All Pussy…All The Time

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Guys…last night we found a young cat who appears stray, just as a dust storm was coming…soooo, now, I seem to own a cat. While I’ve certainly been around cats, I’ve never even considered owning one, so this creature in my house, is no less baffling and exotic to me, as if I had taken in a fully grown Rhino.

I apologize for what will surely be WEEKS of cat posts.

Me: Guess who didn’t sleep a wink last night!  (Note: there may be more than one correct answer.)

Ryan: I’m guessing the cat, your daughter, and YOU!

Me: DING! DING! DING!

Ryan: Yay! I win! What’s my prize?

Me: A cat!!!

Ryan: I’d like an opportunity to change my answer.

43 thoughts on “All Pussy…All The Time

  1. Congratulations on the new addition to your family. Depending on the previous owner(s) — and age — will determine what sort of personality the cat has.

    And always remember, they can be trained just like dogs. It just takes as much work and dedication as raising a teenager.

      • Sometimes. Some cats react weird to new environments. Sometimes they take to it well, other times, not so much. You’ll know if it’s positive when she’s growling less in a couple of days.

      • Based on what you’re saying, it’s an adult cat that’s lived out on it’s own for a bit. So it’s confused with the new environment.

        Putting down a towel or a pet bed will help with it trying to establish “mine” in the new house.

        While not always wise to have a new adult cat free reign of the whole house, giving it a room for a couple of hours a day will help with it call somewhere as “mine” especially if you have other pets — like dogs.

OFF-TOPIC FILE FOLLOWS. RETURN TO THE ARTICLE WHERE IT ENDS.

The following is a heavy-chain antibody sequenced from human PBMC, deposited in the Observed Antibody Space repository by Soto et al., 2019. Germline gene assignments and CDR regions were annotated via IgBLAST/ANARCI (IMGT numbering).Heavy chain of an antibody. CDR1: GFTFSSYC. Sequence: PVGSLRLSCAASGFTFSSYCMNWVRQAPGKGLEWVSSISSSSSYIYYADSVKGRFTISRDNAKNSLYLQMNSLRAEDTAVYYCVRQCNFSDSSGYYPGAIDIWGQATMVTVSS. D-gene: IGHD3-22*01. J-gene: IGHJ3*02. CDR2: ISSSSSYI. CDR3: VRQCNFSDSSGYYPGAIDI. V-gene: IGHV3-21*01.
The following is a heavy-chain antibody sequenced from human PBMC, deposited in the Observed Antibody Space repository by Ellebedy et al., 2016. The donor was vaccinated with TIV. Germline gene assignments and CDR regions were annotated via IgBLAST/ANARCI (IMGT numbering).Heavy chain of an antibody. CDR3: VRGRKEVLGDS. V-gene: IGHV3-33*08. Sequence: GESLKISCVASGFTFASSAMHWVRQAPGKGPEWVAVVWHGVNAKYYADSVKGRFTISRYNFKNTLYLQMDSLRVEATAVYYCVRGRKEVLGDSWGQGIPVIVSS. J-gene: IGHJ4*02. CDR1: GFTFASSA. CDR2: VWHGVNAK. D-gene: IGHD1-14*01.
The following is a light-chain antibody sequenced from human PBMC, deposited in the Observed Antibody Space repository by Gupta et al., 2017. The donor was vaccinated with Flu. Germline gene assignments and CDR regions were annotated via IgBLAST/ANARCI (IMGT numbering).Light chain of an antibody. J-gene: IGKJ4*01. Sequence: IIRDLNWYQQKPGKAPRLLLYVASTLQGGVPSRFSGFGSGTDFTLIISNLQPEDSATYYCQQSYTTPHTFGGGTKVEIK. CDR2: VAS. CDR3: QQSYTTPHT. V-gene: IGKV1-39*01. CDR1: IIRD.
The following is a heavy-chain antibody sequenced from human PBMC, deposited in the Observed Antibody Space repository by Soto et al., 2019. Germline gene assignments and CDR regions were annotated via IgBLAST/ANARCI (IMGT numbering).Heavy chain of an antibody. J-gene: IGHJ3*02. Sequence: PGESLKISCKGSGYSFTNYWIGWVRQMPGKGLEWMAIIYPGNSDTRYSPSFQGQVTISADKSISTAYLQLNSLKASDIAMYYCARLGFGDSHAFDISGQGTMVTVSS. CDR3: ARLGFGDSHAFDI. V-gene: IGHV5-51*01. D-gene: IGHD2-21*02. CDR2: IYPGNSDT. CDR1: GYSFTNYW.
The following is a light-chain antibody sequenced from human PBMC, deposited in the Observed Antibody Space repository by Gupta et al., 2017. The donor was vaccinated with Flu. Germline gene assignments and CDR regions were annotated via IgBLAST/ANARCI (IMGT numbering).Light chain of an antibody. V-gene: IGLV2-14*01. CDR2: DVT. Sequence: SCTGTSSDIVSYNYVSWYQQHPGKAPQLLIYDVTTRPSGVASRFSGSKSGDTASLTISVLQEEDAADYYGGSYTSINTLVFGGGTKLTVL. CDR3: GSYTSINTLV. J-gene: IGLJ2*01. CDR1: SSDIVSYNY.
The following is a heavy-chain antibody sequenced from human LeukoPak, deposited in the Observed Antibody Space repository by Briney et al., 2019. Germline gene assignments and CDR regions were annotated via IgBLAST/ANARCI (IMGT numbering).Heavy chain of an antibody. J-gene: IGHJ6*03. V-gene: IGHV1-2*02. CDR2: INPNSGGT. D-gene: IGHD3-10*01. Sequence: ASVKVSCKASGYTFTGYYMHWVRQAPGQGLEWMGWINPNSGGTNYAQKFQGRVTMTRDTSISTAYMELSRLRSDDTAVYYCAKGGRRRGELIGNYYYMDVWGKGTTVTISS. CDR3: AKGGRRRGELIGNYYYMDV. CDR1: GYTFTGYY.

• It’s funny that you say that, because we made her a little bed, and she’s definitely claiming it. She’s also a champ with her litter box, which I find amazing. I’m used to dogs, who take time to train. She likes small spaces, but the nice thing is that she’s so terribly sweet, even if a little skittish. I felt awful having her poked and prodded today, but I wanted to make sure she was healthy.

      • Females tend to stick to smaller spaces for the comfort when they are feeling intimidated. After that though, once they learn to establish “family”; they’ll be out running the place as only they can. Best of luck with your new addition, and I’ll stay tuned for the “aww cute” pics bound to come gushing from your blog. 😀

  2. stormydreams

    Well, if she is feral she may not feel comfortable in the house. If she is not acting aggressively otherwise, it could pass as she grows more used to you.

    • She’s actually been nicely affectionate and sweet, but she’s a little skittish. I’d be super freaked out if I were her, too. Have you even met us!? INSANE ASYLUM! 🙂

      • stormydreams